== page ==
Our Global Health Policy Forums helped shape a policy framework designed to guide and accelerate our collective agenda, tackle policy obstacles and build cross-sectoral competencies and hybrid models of engagement. Through our Forums, we have created the building blocks for trusted transformational change. Our exploration of these topics resulted also in our new Collective Impact toolkit to address the monitoring and evaluation gaps for medical donations. We have ramped up our engagement in policy discussions with agencies, institutions, academia, global conferences, the American and Canadian Evaluation Societies, CGI and others. We have also developed a dynamic and exciting Community of Practice that regularly engages the global health and donation communities far beyond our membership. And we have further cemented the trust and collaborative spirit that has resulted in a clear vision on how best to optimize what we are doing.
This forum, as with those before, seeks to challenge our perceptions and reflect on possibilities and opportunities of disruptive action. It invites all of you to explore and innovate on how best to build the organizational, corporate, and institutional agility necessary to navigate the response needed to address the global, regional, national and community level access to health challenges of those most in need.
We are not sitting here to define the role of all the stakeholder partnerships in global medical product donations, because we are already experts at what we do and we know how to work together. We are sitting here today, to step up and step out of our comfort zones. We have plenty of guard rails and frameworks that are valuable guides in our quest, such as the SDGs, the Sendai Framework, the WHO Building Blocks of Health Systems Strengthening, our own PQMD Global Donation Guidelines, the Paris Climate Accords, various global conventions, and many more.
Let’s together question the fundamentals of what we know, and inspire transformational thinking, innovative responses, and disruptive action to address such challenges as large scale voluntary migration due to economic, climate, or political conflict as outlined in the World Migration Report; how best to mitigate the emergence and impact of the top 10 global health threats as identified by WHO; and, what we can collectively contribute to solutions that minimize the impacts of the looming anti-microbial threats, fragile supply chains and health systems, myriad refugee crisis, and natural and man-made disasters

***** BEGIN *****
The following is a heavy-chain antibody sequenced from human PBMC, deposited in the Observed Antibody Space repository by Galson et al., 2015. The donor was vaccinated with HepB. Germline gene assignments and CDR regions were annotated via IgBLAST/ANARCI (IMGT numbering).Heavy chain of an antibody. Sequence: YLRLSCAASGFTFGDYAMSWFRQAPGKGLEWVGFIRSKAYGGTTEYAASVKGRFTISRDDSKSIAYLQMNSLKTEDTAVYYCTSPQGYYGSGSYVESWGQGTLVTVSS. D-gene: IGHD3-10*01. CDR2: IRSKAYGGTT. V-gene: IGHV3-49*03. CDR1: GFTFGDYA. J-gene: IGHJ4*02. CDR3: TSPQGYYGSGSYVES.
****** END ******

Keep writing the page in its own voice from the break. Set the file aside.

The World Economic Forum Global Risks Report asks if the world is sleep walking into a crisis. I don’t think anyone here today is sleep walking. Indeed, I believe that we are wide awake and ready to do whatever is necessary to prepare and respond to humanitarian crisis where ever, whenever and in whatever form it comes. In fact we have proven that point already in our rapid and global mobilization of resources for the hyperactive disaster season of 2017 and the many crises in 2018, our massive joint response to Ebola, PQMD member support for all 10 of the WHO global health threats, and our readiness and willingness to invest, as both donors and implementers, in resilience and preparedness of health systems for future crisis. It is on the success of these contributions that the agenda for the Forum is resting, and recognizing that through collective transformation we can do better and we can do more and we can be significant and effective supporters of the quest to achieve the WHO Triple Billion Target.
As we discussed last year, donations are but part of the package that we bring to the quest for Universal Health Care. Donations of product and cash are both critical to urgent response and support to health systems. Donations can act as catalysts to stimulate a longer-term strategy towards sustainable and resilient communities. But the donations are only part of the picture that also must include support for issues of food security, clean water, girls’ education, maternal and child health, infrastructure, and political will, both globally and locally.
PQMD, as a coalition of organizations and companies, with partnerships that span over two decades, is uniquely placed to convene the thought leaders here today, to explore our collective leverage that will lead to greater access to healthcare for those in disasters, protracted crisis situation, remote and off-the-grid communities, and for the most vulnerable populations.